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Assembly phase reveals Queen Elizabeth scale

Assembly of HMS Queen Elizabeth continues at pace in the dry dock at the Rosyth Dockyard, and as a result we are now starting to use new terminology.  Assembly of the centre section of the aircraft carrier is now  nearing completion  and  is known as Super Block 03, or SB03, in recognition that its constituent parts Lower Block 03, Centre Block 03 and various Sponson blocks are now assembled into a single, very large, entity.

Lifting of the final sponson block making up SB03 in January marked the end of dock cycle A and the Goliath crane is now parked for a fewmonths awaiting the start of dock cycle B, which will commence once the next shipment of major blocks to Rosyth is complete.

SB03 is a very significant structure. It is about 70 metres wide across the flight deck and overhangs the edges of the dry dock by a considerable amount on each side. It is nine decks high, with the flight deck being some 30 metres above the dock bottom, and is 65 metres long. As consolidation of the structure  progresses,  outfitting of the internal compartments and completion of pipe, cable and ventilation systems is  also moving ahead. When complete it will weigh in at about 14,000 tonnes. 

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The first Superblock in dry dock, nice decks high and, on its own, the Navy’s biggest vessel

To put it in perspective SB03 on its own would be one of the largest ships in the Royal Navy!

At five decks above the base much of the width of the ship is taken up by the hangar,  with an opening on the starboard side where the forward aircraft lift will be installed. Above the hangar, the deck below the flight deck contains the weapon preparation areas.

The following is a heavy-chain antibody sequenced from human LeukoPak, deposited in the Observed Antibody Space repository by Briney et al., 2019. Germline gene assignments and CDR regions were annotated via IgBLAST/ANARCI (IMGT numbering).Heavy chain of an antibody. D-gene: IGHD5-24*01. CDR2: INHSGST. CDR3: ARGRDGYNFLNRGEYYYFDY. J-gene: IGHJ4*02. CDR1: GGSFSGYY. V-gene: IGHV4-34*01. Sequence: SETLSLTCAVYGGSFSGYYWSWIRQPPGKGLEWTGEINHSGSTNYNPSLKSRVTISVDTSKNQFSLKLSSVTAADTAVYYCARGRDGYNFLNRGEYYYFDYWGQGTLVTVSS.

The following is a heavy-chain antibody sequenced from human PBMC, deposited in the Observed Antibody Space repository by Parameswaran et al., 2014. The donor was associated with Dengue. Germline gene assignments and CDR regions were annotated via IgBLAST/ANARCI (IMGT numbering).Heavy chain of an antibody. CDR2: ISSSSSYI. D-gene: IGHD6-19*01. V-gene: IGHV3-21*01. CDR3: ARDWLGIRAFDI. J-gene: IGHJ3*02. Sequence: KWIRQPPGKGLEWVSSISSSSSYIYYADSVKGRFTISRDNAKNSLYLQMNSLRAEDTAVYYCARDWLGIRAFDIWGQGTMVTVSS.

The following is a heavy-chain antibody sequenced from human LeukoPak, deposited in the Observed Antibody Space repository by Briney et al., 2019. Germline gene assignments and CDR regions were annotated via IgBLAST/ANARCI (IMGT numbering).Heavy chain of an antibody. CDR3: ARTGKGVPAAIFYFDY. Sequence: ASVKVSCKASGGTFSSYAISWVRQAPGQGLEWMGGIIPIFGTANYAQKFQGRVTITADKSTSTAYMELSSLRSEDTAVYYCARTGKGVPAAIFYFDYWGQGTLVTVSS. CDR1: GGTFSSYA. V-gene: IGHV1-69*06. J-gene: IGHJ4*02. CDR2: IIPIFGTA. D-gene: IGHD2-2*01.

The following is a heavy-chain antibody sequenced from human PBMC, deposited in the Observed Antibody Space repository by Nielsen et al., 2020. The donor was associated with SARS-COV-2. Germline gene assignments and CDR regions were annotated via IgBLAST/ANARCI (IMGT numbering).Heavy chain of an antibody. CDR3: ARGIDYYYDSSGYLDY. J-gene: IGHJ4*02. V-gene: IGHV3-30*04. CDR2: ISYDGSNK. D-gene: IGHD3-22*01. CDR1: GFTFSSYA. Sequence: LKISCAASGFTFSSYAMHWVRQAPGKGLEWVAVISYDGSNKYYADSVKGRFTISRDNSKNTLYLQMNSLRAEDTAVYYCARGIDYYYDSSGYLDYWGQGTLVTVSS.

Many of these compartments are in a near finished state. Daily meetings of the production team now take place on board the ship in the Junior Rates dining hall and preparations are underway for starting to commission and set to work the electrical systems.

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The Queen Elizabeth’s forward island structure under construction

The QEC has significant space given over to the storage, handling and deployment to the flight deck of air weapons. Traditionally these activities have involved a great deal of manual handling, using pallet trucks and other bespoke equipment and requiring a significant manpower.  The design aim for the Queen Elizabeth Class carriers is to achieve a sortie generation rate which is about six times faster than any previous Royal Navy aircraft carrier and to reduce the ship’s complement as far as possible.  Thus the design solution is a Highly Mechanised Weapon Handling System (HMWHS).  

This system will require about 50 people and can be operated by just 12, compared to some 160 which would have been needed to meet the sortie generation rate using conventional equipment.  The HMWHS comprises two complexes, each with deep stores using a  Bulk Stowage Pallet Handling System (PHS) . This PHS is in effect the heart of the design and is derived from commercial equipment.  Each pallet holds multiple containers of a particular weapon type and are shock mounted.  They are moved within the magazine and  into the appropriate weapon lifts by electrically powered vehicles operated by personnel from remote locations outside the magazines.  Two primary lifts service the weapon preparation areas and a further two weapon lifts serve the hangar. Pallets arriving at the weapon preparation areas are again moved by electrical vehicles to the preparation bays. Once weapons are prepared they are moved to the flight deck via two further dedicated Upper Stage Lifts.

Completion of the outfit of SB03 is generally working from the bottom up, thus while at the upper decks the final welding of the block buttsis taking place on the lower decks the bathrooms, showers and cabins are being finished off, compartment inspections carried out and doors locked.  The accommodation areas are being finished to a very high standard which I am sure the ship’s company will appreciate!

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Comfy: the cabons are being fitted out to a very high standard